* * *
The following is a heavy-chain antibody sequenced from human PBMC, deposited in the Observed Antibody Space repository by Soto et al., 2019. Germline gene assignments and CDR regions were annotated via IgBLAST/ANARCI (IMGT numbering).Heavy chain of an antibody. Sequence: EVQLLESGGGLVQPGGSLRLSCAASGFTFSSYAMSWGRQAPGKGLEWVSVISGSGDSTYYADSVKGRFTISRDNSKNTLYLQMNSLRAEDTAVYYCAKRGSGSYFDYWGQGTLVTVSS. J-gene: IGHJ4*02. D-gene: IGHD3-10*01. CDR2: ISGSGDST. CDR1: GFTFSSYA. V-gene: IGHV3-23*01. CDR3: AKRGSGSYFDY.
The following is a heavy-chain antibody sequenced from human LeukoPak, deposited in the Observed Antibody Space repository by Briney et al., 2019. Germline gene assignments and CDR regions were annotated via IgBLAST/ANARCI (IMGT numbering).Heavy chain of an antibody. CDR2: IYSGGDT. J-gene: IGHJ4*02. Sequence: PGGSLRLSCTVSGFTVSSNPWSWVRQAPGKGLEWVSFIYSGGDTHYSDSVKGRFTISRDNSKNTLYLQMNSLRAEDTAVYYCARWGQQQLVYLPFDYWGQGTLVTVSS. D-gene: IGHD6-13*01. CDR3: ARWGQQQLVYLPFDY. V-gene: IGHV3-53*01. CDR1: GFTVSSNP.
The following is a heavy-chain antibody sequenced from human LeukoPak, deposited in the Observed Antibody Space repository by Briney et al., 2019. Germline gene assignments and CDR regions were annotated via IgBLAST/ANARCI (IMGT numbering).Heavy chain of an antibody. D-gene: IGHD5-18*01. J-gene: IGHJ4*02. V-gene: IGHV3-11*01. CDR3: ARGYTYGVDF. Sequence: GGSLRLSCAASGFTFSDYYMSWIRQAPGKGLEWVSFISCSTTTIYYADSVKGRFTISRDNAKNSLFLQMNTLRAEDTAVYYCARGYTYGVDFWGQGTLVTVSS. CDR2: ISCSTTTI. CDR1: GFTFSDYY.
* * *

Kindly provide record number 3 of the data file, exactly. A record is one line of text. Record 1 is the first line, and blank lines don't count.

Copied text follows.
The following is a heavy-chain antibody sequenced from human LeukoPak, deposited in the Observed Antibody Space repository by Briney et al., 2019. Germline gene assignments and CDR regions were annotated via IgBLAST/ANARCI (IMGT numbering).Heavy chain of an antibody. D-gene: IGHD5-18*01. J-gene: IGHJ4*02. V-gene: IGHV3-11*01. CDR3: ARGYTYGVDF. Sequence: GGSLRLSCAASGFTFSDYYMSWIRQAPGKGLEWVSFISCSTTTIYYADSVKGRFTISRDNAKNSLFLQMNTLRAEDTAVYYCARGYTYGVDFWGQGTLVTVSS. CDR2: ISCSTTTI. CDR1: GFTFSDYY.